See this new schematic with diodes instead of resistors:

enter image description here

So if that is right, it would mean that for example on the D1 string, the remaining voltage going through the remaining would be 93.6v.

Assuming the diode does not affect amperage, then that means that going through the remaining 39 bulbs on that string are:

93.6 volts
0.17 amps
15.912 watts

15.912w / 39 bulbs = 0.408w through each bulb
This is the original wattage going through each bulb, which is perfect.

So I have a few questions about this:

  • Would this work? If not, what can you do instead?
  • Would the diode not get hot?
  • Are my calculations correct?
  • Any other variables to consider?

Thanks in advance!

  • 1
    \$\begingroup\$ "Would this work?" - No. That's not what diodes do. \$\endgroup\$
    – brhans
    Nov 3, 2016 at 1:13
  • 1
    \$\begingroup\$ ok, so that means the user who suggested it was wrong? See @SpehroPefhany's answer on electronics.stackexchange.com/questions/266845/… \$\endgroup\$
    – hbsrnbnt
    Nov 3, 2016 at 1:15
  • 2
    \$\begingroup\$ 'so that means the user who suggested it was wrong?' No, it means you don't understand his answer. The diode reduces rms voltage by 30%, which is OK for 39 bulbs but not for 34 bulbs (minimum acceptable is 35). One solution is to move some bulbs from one string to the other so they have 36 and 37, then put them in parallel and use a single diode. \$\endgroup\$ Nov 3, 2016 at 3:23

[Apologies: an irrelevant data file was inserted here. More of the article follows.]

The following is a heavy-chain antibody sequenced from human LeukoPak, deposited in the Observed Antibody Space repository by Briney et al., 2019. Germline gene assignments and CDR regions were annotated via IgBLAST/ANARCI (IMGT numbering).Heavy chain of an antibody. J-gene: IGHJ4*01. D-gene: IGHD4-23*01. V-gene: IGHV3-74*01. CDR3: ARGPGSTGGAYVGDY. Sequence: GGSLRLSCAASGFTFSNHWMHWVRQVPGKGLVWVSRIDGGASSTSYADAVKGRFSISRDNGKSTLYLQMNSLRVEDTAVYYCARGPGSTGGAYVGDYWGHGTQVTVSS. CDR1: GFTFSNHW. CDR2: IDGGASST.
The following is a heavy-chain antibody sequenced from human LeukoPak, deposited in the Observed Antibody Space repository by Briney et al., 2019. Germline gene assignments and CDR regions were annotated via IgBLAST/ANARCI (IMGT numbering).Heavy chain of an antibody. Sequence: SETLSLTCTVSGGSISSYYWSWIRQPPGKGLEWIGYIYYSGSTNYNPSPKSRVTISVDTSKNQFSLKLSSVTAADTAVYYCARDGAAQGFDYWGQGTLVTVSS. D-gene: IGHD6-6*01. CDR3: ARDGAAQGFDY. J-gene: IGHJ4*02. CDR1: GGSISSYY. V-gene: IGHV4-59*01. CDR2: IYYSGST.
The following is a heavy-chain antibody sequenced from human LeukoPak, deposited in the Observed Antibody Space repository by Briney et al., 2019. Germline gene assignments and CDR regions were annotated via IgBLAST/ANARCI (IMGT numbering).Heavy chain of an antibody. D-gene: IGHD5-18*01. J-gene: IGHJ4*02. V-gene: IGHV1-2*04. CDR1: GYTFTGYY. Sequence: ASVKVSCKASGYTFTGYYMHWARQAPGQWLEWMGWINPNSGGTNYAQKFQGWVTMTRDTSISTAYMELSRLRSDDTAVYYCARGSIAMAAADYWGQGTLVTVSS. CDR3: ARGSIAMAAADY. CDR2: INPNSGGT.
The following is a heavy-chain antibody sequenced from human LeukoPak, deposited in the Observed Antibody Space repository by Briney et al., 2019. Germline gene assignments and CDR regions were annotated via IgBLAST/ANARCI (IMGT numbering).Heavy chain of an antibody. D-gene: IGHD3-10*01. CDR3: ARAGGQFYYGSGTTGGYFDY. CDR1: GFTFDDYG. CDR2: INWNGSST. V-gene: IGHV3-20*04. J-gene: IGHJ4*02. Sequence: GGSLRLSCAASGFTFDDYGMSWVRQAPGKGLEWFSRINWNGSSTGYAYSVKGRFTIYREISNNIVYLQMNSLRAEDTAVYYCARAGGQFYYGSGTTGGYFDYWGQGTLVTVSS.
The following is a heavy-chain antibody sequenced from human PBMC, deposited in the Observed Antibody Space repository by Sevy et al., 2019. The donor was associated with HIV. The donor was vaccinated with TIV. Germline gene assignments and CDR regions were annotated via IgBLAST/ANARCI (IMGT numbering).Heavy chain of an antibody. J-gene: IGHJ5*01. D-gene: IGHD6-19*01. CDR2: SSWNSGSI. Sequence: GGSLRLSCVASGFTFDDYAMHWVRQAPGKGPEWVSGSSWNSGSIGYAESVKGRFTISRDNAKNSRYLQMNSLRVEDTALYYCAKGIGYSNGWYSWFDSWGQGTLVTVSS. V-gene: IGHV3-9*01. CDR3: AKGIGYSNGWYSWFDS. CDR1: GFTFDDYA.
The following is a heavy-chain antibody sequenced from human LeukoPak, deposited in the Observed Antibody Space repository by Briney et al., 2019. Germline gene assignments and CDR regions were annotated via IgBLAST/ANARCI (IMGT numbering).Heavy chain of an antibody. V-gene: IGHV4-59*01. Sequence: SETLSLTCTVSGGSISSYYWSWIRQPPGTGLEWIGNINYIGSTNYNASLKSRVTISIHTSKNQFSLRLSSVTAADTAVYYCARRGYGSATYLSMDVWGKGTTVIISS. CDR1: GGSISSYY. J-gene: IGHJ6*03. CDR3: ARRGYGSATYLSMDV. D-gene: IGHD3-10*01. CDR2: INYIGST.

• \$\begingroup\$ It is insane that such high knowledge is needed for something as simple as cutting off a couple lights off a $2 string of christmas lights. \$\endgroup\$
    – hbsrnbnt
    Dec 31, 2017 at 23:00

1 Answer 1


Bulbs have a high PTC ratio from 300'K to 2500'K to 3000'K

measure the string R value to obtain the cold R per bulb, I expect it to be 1/8 to 1/10th of 14.1 Ohms.

Due to this huge PTC range , the bulbs tend to operate in a constant current with the addition or subtract of a few bulbs while the voltage across and power changes according to these changes in voltage drop but at relatively the same current.

Thus when you add a linear R to the string, the overall power remains the same roughly for small changes so removing or adding a small power R does not affect the total P, as the bulb voltage drops a bit, cools down lowers its R and thus keeps the current about the same. It acts like an INrush current limiter (ICL) which operates at 160'C or thereabouts intended only for limiting surge start currents, These were once used on 100W bulbs to extend the life but cost as much to make as the bulb.

Using the diode however switches off the voltage and power by 50% If this reduced power is acceptable consider reversing the diode in one string to balance the load current.

  • \$\begingroup\$ According to my math, in the string removing 11 bulbs, I would need to reduce voltage by 22% - that is, 11/50 = 0.22. conversely, 50% would result in very dim lights as all would have too low power. \$\endgroup\$
    – hbsrnbnt
    Nov 3, 2016 at 1:26